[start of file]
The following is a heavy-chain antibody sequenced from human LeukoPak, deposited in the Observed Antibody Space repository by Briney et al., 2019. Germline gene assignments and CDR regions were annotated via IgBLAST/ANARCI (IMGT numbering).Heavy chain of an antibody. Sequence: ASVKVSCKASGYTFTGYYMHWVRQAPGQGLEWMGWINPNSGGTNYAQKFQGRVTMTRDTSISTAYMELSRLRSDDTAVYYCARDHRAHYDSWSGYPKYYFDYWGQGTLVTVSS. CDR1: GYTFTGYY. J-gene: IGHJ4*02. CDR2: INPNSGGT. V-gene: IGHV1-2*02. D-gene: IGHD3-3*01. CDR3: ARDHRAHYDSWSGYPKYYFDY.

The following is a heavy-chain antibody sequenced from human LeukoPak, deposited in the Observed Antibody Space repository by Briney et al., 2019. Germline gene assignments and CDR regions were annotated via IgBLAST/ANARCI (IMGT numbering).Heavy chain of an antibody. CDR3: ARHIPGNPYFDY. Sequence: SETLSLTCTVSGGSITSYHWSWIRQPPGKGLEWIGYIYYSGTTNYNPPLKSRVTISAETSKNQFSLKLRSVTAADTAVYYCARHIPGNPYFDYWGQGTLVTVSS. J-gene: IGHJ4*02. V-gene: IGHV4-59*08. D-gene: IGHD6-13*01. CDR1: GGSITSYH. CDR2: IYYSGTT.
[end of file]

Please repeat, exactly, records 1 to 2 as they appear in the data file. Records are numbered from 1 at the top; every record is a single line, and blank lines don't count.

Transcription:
The following is a heavy-chain antibody sequenced from human LeukoPak, deposited in the Observed Antibody Space repository by Briney et al., 2019. Germline gene assignments and CDR regions were annotated via IgBLAST/ANARCI (IMGT numbering).Heavy chain of an antibody. Sequence: ASVKVSCKASGYTFTGYYMHWVRQAPGQGLEWMGWINPNSGGTNYAQKFQGRVTMTRDTSISTAYMELSRLRSDDTAVYYCARDHRAHYDSWSGYPKYYFDYWGQGTLVTVSS. CDR1: GYTFTGYY. J-gene: IGHJ4*02. CDR2: INPNSGGT. V-gene: IGHV1-2*02. D-gene: IGHD3-3*01. CDR3: ARDHRAHYDSWSGYPKYYFDY.

The following is a heavy-chain antibody sequenced from human LeukoPak, deposited in the Observed Antibody Space repository by Briney et al., 2019. Germline gene assignments and CDR regions were annotated via IgBLAST/ANARCI (IMGT numbering).Heavy chain of an antibody. CDR3: ARHIPGNPYFDY. Sequence: SETLSLTCTVSGGSITSYHWSWIRQPPGKGLEWIGYIYYSGTTNYNPPLKSRVTISAETSKNQFSLKLRSVTAADTAVYYCARHIPGNPYFDYWGQGTLVTVSS. J-gene: IGHJ4*02. V-gene: IGHV4-59*08. D-gene: IGHD6-13*01. CDR1: GGSITSYH. CDR2: IYYSGTT.